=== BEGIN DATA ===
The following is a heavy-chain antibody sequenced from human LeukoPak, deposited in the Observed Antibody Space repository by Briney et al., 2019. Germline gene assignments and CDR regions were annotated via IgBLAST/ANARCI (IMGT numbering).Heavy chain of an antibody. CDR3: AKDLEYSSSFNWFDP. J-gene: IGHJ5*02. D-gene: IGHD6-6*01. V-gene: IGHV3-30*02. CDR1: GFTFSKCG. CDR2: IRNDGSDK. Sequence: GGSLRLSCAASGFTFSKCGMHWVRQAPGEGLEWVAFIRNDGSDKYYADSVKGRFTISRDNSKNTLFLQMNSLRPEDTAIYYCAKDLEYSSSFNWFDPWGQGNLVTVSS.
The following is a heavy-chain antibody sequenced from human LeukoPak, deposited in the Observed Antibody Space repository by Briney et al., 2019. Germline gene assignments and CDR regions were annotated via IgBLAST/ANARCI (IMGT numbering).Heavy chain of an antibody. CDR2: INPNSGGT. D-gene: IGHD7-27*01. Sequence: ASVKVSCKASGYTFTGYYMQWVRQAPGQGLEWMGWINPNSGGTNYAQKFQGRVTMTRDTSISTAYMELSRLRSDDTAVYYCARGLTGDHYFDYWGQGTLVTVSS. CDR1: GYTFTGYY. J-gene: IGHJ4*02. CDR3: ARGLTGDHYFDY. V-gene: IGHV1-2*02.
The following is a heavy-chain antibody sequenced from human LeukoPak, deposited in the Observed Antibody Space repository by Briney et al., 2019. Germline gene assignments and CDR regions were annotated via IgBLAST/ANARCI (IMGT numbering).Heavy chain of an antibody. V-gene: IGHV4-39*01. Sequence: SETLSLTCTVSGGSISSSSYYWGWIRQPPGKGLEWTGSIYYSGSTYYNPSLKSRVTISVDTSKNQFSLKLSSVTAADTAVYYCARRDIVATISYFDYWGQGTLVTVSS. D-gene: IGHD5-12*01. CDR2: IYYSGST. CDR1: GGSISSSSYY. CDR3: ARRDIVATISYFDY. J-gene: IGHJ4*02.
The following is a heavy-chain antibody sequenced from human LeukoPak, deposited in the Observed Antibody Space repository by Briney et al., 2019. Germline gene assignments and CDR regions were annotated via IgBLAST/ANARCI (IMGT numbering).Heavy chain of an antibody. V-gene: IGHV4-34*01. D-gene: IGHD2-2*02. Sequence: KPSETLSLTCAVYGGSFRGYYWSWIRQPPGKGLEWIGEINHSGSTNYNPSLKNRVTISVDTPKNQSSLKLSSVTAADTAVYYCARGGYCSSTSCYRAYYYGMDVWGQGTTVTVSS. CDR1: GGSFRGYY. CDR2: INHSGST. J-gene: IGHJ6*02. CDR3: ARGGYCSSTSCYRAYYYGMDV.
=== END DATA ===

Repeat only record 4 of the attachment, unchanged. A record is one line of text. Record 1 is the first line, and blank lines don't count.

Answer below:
The following is a heavy-chain antibody sequenced from human LeukoPak, deposited in the Observed Antibody Space repository by Briney et al., 2019. Germline gene assignments and CDR regions were annotated via IgBLAST/ANARCI (IMGT numbering).Heavy chain of an antibody. V-gene: IGHV4-34*01. D-gene: IGHD2-2*02. Sequence: KPSETLSLTCAVYGGSFRGYYWSWIRQPPGKGLEWIGEINHSGSTNYNPSLKNRVTISVDTPKNQSSLKLSSVTAADTAVYYCARGGYCSSTSCYRAYYYGMDVWGQGTTVTVSS. CDR1: GGSFRGYY. CDR2: INHSGST. J-gene: IGHJ6*02. CDR3: ARGGYCSSTSCYRAYYYGMDV.